Traditional Woven Products
Despite the introduction of European fabrics, pride of place in matters of Māori etiquette is still given to traditional woven products. Whāriki (floor mats) might be placed beneath the mattress of an overnight visitor of distinction on a marae. They are also frequently placed beneath a coffin during a tangihanga (funeral period) as a mark of respect to the deceased. Fine mats may be placed under the altar for church services, or spread beneath the feet of participants at a wedding ceremony. It was once not uncommon for a particularly fine mat to be woven on which the birth of an important child would take place.
Floor mats were of greater consequence in earlier times when even the superior carved houses only had dirt floors. This provided a need for several different types of mat, each of which was specialized. Floors of houses were generally covered with various fern fronds to provide a relatively soft base and over this coarse mats, called whāriki and tūwhara, were laid. The finer sleeping mats, takapau, were then spread over these. The most generally used mat was the coarse tāpaki, used in the preparation of food in the hangi (earth oven). Tāpaki were placed over the food in earth pits and then heaped over with earth to retain the steam and heat around the food.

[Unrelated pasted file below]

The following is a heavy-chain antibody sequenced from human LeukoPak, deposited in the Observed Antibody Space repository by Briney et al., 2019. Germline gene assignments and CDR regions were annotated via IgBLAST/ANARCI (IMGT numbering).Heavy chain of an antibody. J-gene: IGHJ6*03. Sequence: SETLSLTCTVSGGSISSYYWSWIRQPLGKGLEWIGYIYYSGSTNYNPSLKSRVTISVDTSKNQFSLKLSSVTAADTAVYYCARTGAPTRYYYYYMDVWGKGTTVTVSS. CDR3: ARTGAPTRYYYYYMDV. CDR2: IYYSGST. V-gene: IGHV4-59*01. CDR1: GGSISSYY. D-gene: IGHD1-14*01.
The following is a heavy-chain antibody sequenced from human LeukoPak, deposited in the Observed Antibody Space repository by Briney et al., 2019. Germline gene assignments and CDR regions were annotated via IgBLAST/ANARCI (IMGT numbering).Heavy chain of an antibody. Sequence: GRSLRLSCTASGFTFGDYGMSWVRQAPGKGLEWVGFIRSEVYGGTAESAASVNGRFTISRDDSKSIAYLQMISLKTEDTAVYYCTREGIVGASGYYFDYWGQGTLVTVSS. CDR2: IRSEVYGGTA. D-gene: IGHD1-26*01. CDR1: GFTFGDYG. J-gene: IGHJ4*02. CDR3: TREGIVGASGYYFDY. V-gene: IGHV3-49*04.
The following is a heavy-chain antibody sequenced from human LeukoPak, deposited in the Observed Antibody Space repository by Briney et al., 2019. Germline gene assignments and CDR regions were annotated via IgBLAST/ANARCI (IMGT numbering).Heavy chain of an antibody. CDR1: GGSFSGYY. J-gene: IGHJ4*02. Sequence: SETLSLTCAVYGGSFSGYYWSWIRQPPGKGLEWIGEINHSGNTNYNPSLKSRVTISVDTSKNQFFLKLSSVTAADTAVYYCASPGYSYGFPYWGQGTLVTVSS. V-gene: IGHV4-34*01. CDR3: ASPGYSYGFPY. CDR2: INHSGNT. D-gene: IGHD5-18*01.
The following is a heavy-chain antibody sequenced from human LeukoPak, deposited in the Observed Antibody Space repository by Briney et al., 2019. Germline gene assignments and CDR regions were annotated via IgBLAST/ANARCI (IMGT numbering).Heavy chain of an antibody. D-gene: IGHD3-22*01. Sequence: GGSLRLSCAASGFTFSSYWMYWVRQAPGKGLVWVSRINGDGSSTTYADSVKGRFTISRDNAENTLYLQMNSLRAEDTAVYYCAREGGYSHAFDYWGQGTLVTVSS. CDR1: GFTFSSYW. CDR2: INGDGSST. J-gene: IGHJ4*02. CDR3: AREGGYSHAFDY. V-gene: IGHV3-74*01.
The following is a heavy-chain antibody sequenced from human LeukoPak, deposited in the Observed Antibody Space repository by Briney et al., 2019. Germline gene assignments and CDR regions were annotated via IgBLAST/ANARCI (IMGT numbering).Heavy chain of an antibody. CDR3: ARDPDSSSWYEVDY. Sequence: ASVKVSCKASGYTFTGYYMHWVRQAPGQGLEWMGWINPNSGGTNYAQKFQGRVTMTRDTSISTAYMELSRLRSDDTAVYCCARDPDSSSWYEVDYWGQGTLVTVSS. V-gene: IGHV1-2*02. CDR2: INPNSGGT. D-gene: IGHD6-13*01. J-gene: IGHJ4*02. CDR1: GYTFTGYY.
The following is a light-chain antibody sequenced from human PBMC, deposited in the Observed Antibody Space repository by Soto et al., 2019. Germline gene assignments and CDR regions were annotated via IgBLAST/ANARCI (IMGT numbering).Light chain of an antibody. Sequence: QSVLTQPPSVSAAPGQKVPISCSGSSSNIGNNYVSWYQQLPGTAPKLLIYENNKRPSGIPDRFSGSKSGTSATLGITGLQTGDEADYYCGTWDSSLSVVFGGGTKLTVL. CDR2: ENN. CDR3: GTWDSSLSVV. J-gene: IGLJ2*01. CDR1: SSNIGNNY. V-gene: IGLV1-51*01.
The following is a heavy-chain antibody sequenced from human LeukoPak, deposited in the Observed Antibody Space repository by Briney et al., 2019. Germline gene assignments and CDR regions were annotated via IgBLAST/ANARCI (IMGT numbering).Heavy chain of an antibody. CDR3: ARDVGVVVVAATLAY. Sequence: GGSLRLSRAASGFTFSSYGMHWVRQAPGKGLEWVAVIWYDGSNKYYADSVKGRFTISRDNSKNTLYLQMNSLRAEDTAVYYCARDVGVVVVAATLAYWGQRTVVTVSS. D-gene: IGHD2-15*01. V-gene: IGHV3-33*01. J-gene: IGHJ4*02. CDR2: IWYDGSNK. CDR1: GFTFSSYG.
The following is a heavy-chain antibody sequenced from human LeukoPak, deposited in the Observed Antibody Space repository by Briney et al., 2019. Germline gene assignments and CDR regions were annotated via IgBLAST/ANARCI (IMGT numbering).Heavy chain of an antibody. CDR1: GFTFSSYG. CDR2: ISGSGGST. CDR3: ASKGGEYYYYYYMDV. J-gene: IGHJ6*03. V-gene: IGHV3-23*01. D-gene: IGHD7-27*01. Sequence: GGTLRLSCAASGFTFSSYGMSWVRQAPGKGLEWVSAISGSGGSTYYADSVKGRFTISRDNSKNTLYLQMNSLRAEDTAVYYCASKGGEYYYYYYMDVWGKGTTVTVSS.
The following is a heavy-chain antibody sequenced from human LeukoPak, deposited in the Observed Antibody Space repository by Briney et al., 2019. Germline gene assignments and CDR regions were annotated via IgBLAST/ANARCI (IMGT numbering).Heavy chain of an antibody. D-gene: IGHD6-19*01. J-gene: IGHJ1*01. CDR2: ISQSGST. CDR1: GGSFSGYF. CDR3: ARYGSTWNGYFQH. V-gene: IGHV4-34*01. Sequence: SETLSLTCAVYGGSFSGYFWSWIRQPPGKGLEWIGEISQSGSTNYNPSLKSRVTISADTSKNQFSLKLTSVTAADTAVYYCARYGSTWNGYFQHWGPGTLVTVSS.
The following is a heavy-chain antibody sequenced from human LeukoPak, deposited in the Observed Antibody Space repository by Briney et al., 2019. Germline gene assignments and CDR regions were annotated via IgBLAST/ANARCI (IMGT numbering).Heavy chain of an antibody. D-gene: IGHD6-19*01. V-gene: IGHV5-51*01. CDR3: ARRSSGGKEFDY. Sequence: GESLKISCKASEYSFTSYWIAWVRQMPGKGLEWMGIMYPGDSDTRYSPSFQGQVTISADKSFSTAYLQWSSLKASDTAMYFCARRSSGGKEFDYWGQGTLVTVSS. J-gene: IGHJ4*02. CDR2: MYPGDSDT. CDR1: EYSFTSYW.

Woven Baskets (Kete)
There are many different kinds of woven baskets known as kete (kit bags). The leaves of tī kouka, whanake (cabbage tree), or nīkau palm, are often used, but flax is the chief material employed. A flax platter or shallow kete, used for serving food, was probably the first production of a novice weaver. They were discarded after being used only once.
In ancient times the most beautiful woven basket work was the baby basket, woven by a skilled weaver expecting her first child. A special chant was used to invoke the help of the weaving atua (god). Kits and baskets are today the most commonly used of all indigenous products. As a functional item they are found throughout the country, and used extensively by both Māori and Pākēhā (caucasians).